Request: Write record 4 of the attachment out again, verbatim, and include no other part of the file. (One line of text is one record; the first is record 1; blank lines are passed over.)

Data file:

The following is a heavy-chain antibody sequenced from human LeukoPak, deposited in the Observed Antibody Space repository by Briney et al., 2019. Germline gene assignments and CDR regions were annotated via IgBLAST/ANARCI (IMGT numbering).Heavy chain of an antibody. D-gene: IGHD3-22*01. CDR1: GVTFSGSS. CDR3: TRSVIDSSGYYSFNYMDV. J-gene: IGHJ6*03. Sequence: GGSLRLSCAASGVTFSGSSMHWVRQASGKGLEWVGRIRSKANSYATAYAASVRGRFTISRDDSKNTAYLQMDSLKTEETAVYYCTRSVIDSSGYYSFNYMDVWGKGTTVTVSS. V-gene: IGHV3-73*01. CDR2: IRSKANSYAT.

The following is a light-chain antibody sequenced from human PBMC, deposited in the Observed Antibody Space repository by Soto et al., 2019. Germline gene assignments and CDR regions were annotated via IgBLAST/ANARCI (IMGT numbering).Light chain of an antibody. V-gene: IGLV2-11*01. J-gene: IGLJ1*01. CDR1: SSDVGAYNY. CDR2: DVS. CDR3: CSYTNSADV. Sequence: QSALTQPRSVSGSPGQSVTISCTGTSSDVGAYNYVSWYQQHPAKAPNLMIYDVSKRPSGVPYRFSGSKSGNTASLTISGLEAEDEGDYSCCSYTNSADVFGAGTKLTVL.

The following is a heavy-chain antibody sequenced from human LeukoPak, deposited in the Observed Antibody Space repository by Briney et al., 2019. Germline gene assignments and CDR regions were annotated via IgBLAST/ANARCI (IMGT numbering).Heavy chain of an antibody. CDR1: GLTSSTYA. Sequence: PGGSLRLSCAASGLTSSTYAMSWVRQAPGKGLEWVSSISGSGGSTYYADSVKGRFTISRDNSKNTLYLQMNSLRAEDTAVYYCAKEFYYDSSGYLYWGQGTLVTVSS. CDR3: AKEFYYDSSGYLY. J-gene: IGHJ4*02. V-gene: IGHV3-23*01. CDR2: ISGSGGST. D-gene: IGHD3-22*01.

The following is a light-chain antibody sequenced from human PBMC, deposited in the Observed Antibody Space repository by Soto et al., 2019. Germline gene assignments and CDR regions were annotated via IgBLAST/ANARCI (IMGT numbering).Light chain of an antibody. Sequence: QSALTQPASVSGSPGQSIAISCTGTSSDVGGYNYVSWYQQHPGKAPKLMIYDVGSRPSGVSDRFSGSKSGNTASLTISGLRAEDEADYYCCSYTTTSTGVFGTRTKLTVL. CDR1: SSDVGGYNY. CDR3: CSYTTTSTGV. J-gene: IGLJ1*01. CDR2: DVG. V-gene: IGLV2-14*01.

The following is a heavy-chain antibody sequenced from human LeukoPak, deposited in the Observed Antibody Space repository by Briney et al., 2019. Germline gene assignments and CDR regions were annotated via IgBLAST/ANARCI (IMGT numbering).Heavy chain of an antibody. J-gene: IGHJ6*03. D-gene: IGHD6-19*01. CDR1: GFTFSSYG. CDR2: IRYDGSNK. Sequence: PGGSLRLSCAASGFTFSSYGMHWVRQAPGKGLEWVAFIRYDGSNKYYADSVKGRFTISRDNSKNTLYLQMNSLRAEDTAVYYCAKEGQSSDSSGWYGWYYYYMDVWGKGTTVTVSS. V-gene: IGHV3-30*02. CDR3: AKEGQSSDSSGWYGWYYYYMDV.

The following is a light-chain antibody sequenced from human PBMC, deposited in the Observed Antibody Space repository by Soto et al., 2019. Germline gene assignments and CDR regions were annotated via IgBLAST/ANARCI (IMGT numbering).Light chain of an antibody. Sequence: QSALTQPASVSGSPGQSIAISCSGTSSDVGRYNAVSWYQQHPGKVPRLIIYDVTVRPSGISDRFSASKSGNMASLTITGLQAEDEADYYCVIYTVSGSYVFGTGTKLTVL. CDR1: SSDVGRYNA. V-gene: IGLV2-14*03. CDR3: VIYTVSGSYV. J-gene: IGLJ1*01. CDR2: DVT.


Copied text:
The following is a light-chain antibody sequenced from human PBMC, deposited in the Observed Antibody Space repository by Soto et al., 2019. Germline gene assignments and CDR regions were annotated via IgBLAST/ANARCI (IMGT numbering).Light chain of an antibody. Sequence: QSALTQPASVSGSPGQSIAISCTGTSSDVGGYNYVSWYQQHPGKAPKLMIYDVGSRPSGVSDRFSGSKSGNTASLTISGLRAEDEADYYCCSYTTTSTGVFGTRTKLTVL. CDR1: SSDVGGYNY. CDR3: CSYTTTSTGV. J-gene: IGLJ1*01. CDR2: DVG. V-gene: IGLV2-14*01.